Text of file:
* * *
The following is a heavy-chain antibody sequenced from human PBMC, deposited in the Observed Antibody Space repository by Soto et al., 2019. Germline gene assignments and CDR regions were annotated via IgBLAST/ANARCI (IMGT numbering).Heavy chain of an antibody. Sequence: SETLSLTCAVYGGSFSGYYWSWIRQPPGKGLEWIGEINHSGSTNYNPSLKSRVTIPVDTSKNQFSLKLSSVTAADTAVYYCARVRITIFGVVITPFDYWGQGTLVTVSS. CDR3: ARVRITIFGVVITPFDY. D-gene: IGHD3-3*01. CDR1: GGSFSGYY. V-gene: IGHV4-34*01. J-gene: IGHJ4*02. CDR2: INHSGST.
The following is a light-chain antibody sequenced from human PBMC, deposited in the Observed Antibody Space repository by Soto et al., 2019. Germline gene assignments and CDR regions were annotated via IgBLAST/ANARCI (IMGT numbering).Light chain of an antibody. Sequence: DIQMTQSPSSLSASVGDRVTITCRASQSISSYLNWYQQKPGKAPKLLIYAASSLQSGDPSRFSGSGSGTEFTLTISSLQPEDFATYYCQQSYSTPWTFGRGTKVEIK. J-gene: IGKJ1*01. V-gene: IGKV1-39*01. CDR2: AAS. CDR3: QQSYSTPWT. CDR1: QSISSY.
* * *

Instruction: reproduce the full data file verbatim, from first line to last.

The following is a heavy-chain antibody sequenced from human PBMC, deposited in the Observed Antibody Space repository by Soto et al., 2019. Germline gene assignments and CDR regions were annotated via IgBLAST/ANARCI (IMGT numbering).Heavy chain of an antibody. Sequence: SETLSLTCAVYGGSFSGYYWSWIRQPPGKGLEWIGEINHSGSTNYNPSLKSRVTIPVDTSKNQFSLKLSSVTAADTAVYYCARVRITIFGVVITPFDYWGQGTLVTVSS. CDR3: ARVRITIFGVVITPFDY. D-gene: IGHD3-3*01. CDR1: GGSFSGYY. V-gene: IGHV4-34*01. J-gene: IGHJ4*02. CDR2: INHSGST.
The following is a light-chain antibody sequenced from human PBMC, deposited in the Observed Antibody Space repository by Soto et al., 2019. Germline gene assignments and CDR regions were annotated via IgBLAST/ANARCI (IMGT numbering).Light chain of an antibody. Sequence: DIQMTQSPSSLSASVGDRVTITCRASQSISSYLNWYQQKPGKAPKLLIYAASSLQSGDPSRFSGSGSGTEFTLTISSLQPEDFATYYCQQSYSTPWTFGRGTKVEIK. J-gene: IGKJ1*01. V-gene: IGKV1-39*01. CDR2: AAS. CDR3: QQSYSTPWT. CDR1: QSISSY.